The Federal Spoofing Conviction: 8 Things You Should Know

On Tuesday, October 3 a jury convicted Michael Coscia of six counts of commodities fraud and six counts of “spoofing” commodities markets. This ruling has sweeping ramifications for market participants, including traders and hedgers.

Mr. Coscia, of Panther Energy Trading, was accused of entering large orders of futures that he did not intend to execute, in order to lure other market participants into the market and profit on smaller, often opposite, transactions. This activity occurred in 2011. Spoofing is illegal since the Dodd-Frank Act went into effect and was regulated as market abuse in some markets long before Dodd-Frank legislation.

These are eight things market participants should know:

  1. This is the first criminal prosecution related to spoofing the markets. It comes with the potential of $1MM in fines and 10 years in jail for each incident. Sentencing will occur in 2016.
  2. Mr. Coscia’s defense included statements that he intended to execute each and every order placed and only cancelled these orders when the risk profile of the transaction changed.
  3. The defense also claimed that no one was harmed if found fraudulent. They contested that other market participants, such as hedge funds, are sophisticated and understand market risks. Rebuttal included that less sophisticated investors and commercial hedgers can also be caught in the wake of this type of trading activity.
  4. It is largely believed the act of entering and cancelling transactions is a common trading practice to facilitate price discovery and gauge market liquidity. There is a fine line to be monitored.
  5. This verdict sets new and narrower precedent and definition of spoofing. It demonstrates what lines of defense Regulators and Department of Justice will deem inadequate. Appeal is yet to occur.
  6. Common belief in compliance circles is that the ruling may ignite regulators to enact on more assertive pursuit. It also may curtail trading activity and impact liquidity and market prices.
  7. The CME and ICE have market surveillance in place to identify possible spoofing violations and have investigated, warned and in few occasions sanctioned market participants.
  8. All market participants, including commercial hedgers, will need to systematically self-monitor any transaction activity that can be perceived as spoofing.

Though this case was framed by the media as an activity associated with High Frequency and Algorithmic Trading, not honoring bids and offers has long been a violation of open-outcry trading. In fact, the London trader who is accused of spoofing that may have contributed to the flash crash of 2011 was using manual order entries. Regulations against spoofing are also not limited to futures markets. Rules exist in physical commodity, bonds, currency and equity markets.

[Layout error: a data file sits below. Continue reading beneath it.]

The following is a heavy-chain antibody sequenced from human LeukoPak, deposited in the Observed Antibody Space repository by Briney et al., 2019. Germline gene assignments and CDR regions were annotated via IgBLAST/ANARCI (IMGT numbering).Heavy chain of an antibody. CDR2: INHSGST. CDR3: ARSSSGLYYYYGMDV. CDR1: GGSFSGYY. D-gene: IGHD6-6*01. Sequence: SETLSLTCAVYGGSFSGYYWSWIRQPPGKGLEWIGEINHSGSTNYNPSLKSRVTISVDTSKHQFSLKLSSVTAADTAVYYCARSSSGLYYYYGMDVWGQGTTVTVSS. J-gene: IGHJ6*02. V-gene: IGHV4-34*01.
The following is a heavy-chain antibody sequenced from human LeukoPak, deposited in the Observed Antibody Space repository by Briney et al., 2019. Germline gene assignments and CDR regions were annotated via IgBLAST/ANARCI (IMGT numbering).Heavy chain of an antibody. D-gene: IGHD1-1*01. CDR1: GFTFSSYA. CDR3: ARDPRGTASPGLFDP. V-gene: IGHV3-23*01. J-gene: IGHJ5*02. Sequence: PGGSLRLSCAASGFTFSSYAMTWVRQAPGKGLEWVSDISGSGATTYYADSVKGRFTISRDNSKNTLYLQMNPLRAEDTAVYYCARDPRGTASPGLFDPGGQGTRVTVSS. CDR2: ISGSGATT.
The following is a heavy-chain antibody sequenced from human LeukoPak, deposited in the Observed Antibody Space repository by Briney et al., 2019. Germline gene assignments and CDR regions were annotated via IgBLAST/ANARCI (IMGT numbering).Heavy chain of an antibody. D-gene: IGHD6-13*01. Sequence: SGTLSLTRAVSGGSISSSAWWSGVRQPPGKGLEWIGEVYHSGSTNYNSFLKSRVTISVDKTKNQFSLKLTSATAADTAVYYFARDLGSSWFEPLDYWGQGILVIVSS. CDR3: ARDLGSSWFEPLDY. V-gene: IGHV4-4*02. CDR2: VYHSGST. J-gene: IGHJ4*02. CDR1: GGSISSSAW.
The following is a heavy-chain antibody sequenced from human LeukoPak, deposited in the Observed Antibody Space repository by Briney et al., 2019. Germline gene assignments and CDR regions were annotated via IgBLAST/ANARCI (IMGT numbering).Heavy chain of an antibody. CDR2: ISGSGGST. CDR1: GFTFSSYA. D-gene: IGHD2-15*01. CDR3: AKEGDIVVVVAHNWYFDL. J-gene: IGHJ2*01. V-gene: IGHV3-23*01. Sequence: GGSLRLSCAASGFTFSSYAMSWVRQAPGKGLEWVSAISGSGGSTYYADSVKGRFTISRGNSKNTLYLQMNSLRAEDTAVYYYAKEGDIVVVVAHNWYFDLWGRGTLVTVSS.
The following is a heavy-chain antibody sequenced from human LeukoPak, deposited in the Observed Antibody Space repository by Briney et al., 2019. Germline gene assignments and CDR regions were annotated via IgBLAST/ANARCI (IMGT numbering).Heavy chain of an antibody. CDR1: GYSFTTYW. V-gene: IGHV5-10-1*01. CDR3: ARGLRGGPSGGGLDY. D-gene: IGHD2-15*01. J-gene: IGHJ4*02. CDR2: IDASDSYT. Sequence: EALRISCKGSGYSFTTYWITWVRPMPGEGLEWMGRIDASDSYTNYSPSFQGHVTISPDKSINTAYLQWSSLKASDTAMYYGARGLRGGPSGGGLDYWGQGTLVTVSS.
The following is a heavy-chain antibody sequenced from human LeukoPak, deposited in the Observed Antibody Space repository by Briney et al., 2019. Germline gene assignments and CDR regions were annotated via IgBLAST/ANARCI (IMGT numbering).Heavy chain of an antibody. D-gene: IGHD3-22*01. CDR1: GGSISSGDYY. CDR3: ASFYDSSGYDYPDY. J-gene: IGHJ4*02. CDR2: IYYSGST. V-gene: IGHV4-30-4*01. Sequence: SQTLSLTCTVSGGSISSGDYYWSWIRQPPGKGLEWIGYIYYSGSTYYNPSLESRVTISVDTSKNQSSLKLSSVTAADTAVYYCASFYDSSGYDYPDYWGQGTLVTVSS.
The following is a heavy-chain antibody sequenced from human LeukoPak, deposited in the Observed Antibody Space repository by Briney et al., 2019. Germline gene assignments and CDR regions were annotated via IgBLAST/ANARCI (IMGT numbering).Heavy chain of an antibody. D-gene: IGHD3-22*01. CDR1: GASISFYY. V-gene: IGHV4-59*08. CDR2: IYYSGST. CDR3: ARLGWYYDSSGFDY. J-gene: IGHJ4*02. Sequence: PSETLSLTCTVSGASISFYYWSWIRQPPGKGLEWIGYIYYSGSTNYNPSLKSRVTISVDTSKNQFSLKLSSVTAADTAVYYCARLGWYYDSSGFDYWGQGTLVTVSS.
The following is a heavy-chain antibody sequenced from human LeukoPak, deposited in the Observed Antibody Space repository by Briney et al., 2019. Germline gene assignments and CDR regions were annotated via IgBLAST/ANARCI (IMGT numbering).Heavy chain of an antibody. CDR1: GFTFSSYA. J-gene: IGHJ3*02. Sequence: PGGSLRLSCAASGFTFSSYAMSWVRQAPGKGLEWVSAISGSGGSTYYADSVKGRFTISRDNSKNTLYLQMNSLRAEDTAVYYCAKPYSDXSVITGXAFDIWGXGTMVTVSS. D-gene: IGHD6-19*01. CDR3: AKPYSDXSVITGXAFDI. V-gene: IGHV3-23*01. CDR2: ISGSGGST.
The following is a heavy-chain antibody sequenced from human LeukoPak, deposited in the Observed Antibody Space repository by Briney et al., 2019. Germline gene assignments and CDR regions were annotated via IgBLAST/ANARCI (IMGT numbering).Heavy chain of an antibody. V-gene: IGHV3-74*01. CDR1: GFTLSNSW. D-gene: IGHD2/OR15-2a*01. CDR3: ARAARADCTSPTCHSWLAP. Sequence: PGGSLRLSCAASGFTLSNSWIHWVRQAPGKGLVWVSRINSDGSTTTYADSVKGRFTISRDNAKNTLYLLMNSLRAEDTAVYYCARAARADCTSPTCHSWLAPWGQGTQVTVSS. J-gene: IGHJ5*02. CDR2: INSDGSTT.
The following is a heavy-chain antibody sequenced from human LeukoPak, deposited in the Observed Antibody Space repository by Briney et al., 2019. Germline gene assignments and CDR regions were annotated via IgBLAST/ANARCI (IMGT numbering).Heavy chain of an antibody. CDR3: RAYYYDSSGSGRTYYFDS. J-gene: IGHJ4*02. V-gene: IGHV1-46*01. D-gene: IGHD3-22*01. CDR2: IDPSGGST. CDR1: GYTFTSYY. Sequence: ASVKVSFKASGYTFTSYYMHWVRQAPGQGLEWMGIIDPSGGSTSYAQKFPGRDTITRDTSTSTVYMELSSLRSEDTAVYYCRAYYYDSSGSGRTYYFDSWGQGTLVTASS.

Some organizations are taking action to protect itself from potential regulatory violation.

They are strengthening oversight with new compliance policies, training programs, mapping rules and regulations to transaction lifecycle activities and implementing algorithms to detect potential market manipulation violations to self-police, document and discipline.

Unfortunately, many others are still latently being reactive to regulators data requests and investigations; exposing their organizations to high investigation costs and potentially large fines and loss of trading privileges.

For more information about this case read:

For more information about Spoofing read my blog:

For help improving your organization’s approach to regulatory compliance, contact me at info@pivotalriskadvisors.com.


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Sid Jacobson works with organizations to improve their risk management and compliance capabilities. With over 25 years of experience driving change and growth for companies engaged in energy and derivatives markets, Sid is known for strategic visioning complemented with a successful track record implementing improved commodity strategies, commercial operations, risk management and regulatory compliance.

Most recently, Sid has helped companies improve their compliance policies and governance structures, transaction lifecycle processes and implement trade surveillance algorithms and case management tools.

Sid is the founder of Pivotal Risk Advisors.